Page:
Colorless, Directionless and Contentionless multi-degree ROADM architecture for mesh optical networks
ABSTRACT A Colorless and Directionless (C&D) ROADM architecture has empowered today's networks with the much needed flexibility and scalability to handle the unpredictable high bandwidth demands, provide any-to-any connectivity and provision new services without disrupting the existing ones. In this paper, we realize the C&D ROADM architectures using PXC and WSS at a multi-degree node. We then evaluate both the architectures based on the various advantages offered by them. We also discuss some of the drawbacks of the two architectures. Subsequently, we propose a Colorless, Directionless and Contentionless (CD&C) architecture which combines the features offered by both the C&D architectures. Finally, we discuss practical implementation issues of the proposed architecture.
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ABSTRACT: Free-space micromachined optical-switching technology has emerged as a promising candidate for the large-scale optical cross connects that are needed in next-generation optical-transport networks. Although this technology has demonstrated good optical performance, its ability to expand to the required port-count while remaining within reasonable optical loss budgets has yet to be demonstrated. In this paper, we theoretically analyze the expandability of free-space micromachined optical switches. The chief loss mechanisms-Gaussian-beam divergence and angular misalignment-are analyzed both theoretically and experimentally. We find that micromirror angular repeatability in such a cross connect must be accurate within about 0.1°, and show that integrated mechanical structures are capable of achieving this goal. These results in general suggest that free-space micromachined optical-switching technology appears capable of achieving the port-count required by core-transport networks while remaining within cross-office optical-loss budgetsJournal of Lightwave Technology 05/2000; 18(4):482-489. · 2.56 Impact Factor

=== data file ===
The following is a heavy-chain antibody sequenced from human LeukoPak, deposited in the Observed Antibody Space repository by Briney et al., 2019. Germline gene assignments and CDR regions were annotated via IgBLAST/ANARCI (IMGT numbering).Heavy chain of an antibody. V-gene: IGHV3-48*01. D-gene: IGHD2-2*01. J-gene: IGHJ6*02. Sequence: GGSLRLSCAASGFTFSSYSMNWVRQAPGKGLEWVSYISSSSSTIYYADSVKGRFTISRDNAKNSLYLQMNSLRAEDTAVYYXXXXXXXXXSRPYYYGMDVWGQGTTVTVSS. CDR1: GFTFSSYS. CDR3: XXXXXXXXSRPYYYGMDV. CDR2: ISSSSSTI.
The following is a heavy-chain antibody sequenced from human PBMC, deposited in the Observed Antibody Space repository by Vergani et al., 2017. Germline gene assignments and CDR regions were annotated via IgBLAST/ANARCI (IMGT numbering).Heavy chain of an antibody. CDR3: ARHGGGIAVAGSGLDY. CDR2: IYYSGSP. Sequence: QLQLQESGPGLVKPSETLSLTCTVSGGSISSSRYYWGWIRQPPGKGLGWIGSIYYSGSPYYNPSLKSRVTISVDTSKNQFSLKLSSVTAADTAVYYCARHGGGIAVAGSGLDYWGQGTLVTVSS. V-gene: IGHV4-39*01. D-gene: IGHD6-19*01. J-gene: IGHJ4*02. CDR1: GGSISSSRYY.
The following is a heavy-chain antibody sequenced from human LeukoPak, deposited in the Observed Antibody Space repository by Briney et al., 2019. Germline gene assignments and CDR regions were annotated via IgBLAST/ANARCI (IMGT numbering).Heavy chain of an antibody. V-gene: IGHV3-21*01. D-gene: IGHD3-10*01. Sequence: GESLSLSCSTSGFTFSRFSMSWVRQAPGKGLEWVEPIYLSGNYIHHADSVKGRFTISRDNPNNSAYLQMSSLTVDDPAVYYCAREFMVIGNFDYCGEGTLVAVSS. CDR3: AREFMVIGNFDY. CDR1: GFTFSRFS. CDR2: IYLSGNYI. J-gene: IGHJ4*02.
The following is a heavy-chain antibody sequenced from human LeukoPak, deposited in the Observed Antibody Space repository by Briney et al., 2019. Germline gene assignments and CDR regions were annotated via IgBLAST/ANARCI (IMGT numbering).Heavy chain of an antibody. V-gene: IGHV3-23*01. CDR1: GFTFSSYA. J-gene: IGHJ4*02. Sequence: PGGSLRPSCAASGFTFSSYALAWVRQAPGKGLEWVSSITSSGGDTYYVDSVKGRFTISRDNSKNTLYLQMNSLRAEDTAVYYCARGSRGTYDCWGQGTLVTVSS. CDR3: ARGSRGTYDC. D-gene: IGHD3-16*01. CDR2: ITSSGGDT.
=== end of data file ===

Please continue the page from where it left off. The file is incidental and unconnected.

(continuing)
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ABSTRACT: We describe and demonstrate a modular microelectromechanical systems (MEMS)-based optical cross-connect (OXC) architecture. The OXC port count increases modularly by adding new optical modules, and a maximum cross-connectivity of /spl sim/ 350 /spl times/ 350 can be achieved in the current design. Each optical module has 16 ports with closed-loop servo-controlled MEMS mirrors. Using a prototype OXC system, mounted in a standard telecommunications equipment bay comprising optical modules, folding mirrors, and other optical elements, we demonstrate switching times of less than 10 ms, excellent optical power stability of less than /spl plusmn/ 0.15-dB variation, and immunity to stochastic vibrations. An automatic power peak-up process is performed when the power falls below 0.5-dB off the maximum coupled power for any connection.IEEE Photonics Technology Letters 01/2004; · 2.04 Impact Factor
Conference Proceeding: Multi-Degree ROADM's with Agile Add-Drop Access[show abstract] [hide abstract]
ABSTRACT: The rapid planning and deployment of reconfigurable all-optical carrier networks requires next-generation ROADM's that can support unlimited add-drop access with very high flexibility. We review a cost-effective multi-degree ROADM that can support up to 100% add-drop traffic capacity with unparalleled agility and minimal pre-planning. The ability of this ROADM to share, distribute and therefore minimize the need for local resources such as regeneration, wavelength-conversion, broadcast, and multicast cards, to the lowest possible required, is discussed for overall network level savings.Photonics in Switching, 2007; 09/2007